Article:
Greenhouse 'polluters' taken to court
Lawsuit against power companies launched in United States.
Top US lawyers filed a lawsuit yesterday against five major power companies, demanding cuts in emissions of the greenhouse gas carbon dioxide. But experts are unsure whether the tactic will work to slow global warming.
The attorney-generals from eight states, along with lawyers from New York City, filed the case in a New York court on 21 July. The five companies they are suing, the legal team says, are pumping out 10% of the carbon dioxide emitted by the country.
The lawyers filed the suit under the law of public nuisance, which is used in US environmental cases to limit air and water pollution based on the threat it poses to the public. The team argues that global warming poses a myriad of future risks including lung disease, heatstroke, floods, shrinking ice caps and threats to wildlife.
The lawsuit calls on the companies to cut their carbon dioxide emissions by at least 3% a year over ten years by switching to cleaner fuels and technology. "It is clear we must act," the New York state attorney-general, Eliot Spitzer, said yesterday, at a press conference announcing the lawsuit.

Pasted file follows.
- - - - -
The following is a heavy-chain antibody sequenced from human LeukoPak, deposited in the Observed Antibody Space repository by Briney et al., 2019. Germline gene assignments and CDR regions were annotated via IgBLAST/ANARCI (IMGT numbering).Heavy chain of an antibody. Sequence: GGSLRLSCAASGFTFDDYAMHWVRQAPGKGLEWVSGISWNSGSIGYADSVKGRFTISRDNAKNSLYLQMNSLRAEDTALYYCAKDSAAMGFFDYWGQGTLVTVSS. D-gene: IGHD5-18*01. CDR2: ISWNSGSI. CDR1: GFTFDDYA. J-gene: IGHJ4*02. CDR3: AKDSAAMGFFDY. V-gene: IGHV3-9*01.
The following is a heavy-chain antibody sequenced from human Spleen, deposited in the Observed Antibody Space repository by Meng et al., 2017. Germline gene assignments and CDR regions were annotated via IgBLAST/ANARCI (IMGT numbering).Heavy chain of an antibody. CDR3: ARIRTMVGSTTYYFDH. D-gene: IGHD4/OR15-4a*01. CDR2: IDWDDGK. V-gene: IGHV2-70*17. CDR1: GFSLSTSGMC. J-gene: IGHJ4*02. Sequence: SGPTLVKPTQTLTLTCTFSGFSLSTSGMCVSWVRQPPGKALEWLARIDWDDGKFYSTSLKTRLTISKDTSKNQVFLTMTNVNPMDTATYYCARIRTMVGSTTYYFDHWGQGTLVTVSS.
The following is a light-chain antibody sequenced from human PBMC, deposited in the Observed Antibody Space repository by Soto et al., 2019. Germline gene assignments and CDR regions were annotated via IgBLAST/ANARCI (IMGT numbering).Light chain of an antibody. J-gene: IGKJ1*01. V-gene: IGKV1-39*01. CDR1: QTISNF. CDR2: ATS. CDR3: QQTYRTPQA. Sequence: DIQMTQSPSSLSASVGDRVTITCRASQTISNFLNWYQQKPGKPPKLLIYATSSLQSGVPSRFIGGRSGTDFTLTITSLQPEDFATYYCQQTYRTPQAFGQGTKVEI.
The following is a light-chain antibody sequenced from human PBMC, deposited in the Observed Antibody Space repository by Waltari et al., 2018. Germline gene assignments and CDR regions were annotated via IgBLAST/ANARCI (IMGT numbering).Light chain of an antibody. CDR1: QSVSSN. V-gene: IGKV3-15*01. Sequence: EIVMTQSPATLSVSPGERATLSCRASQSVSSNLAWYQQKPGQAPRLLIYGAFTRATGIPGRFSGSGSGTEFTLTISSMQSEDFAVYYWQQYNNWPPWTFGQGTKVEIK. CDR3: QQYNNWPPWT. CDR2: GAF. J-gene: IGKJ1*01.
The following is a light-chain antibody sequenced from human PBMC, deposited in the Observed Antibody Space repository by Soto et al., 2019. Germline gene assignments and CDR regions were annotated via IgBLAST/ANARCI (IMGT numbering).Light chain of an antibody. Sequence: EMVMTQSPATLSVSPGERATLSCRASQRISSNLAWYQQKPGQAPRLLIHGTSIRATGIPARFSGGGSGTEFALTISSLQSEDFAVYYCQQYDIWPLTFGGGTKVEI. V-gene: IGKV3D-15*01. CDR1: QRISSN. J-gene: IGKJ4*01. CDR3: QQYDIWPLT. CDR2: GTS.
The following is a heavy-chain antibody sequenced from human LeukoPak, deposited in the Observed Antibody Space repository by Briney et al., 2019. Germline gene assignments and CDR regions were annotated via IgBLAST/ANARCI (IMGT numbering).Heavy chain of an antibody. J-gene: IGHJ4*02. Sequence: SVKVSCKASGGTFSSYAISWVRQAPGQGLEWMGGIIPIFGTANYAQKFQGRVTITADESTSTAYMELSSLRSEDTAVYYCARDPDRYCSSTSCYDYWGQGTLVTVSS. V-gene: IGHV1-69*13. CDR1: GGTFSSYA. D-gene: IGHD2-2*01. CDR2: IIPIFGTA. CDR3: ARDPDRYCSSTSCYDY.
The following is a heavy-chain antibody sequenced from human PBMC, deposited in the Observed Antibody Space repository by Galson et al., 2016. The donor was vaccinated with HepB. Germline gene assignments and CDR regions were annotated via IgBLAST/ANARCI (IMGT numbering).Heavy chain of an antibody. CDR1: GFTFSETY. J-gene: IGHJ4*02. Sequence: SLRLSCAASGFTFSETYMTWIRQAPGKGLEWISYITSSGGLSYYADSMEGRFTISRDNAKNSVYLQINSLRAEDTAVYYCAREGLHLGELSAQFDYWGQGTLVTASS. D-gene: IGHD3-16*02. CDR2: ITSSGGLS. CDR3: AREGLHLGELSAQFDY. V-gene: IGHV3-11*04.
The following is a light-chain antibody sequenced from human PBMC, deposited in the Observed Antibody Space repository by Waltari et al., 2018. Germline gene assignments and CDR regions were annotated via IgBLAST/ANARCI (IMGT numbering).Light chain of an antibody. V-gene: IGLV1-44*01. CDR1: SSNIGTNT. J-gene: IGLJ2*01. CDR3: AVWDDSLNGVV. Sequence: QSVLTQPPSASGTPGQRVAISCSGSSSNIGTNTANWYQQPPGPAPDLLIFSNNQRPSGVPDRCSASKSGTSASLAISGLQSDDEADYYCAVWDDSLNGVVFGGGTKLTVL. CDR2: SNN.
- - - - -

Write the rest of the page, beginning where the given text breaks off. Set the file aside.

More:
American Electric Power in Columbus, Ohio
But observers question whether the high-profile lawsuit is the best way to force down carbon dioxide emissions. It may attract attention to the issue, but "it won't make the difference," says Eileen Clausen, director of the Pew Center on Global Climate Change in Arlington, Virginia.
Clausen believes that, instead, burgeoning state initiatives to cut greenhouse gases may gain strength and pave the way for national legislation. California has already introduced emissions standards for vehicle exhausts, while several northeastern and mid-Atlantic states are working on a regional plan to cut carbon dioxide.
Pace University School of Law, White Plains, New York
Some of the lawyers involved in the suit have a track record of taking legal action to protect the environment. In 2003, for example, a group of attorney-generals challenged the Environmental Protection Agency on its failure to regulate greenhouse gases, a case that has not yet been decided. Spitzer has also launched cases against other high-profile corporate targets including the pharmaceutical company GlaxoSmithKline.
The team compares its lawsuit to those against the tobacco industry, which held companies responsible for harm to smokers' health. If the lawyers win, they believe other power companies will be forced to cut their emissions to avoid being sued.
But environmental lawyers say it is unclear how the lawsuit will play out in court. It may be hard to prove that the global warming will cause specific damage to people or the environment, says Richard Ottinger, an expert in environmental law at Pace Law School in White Plains, New York. "It's a tough case," he says.
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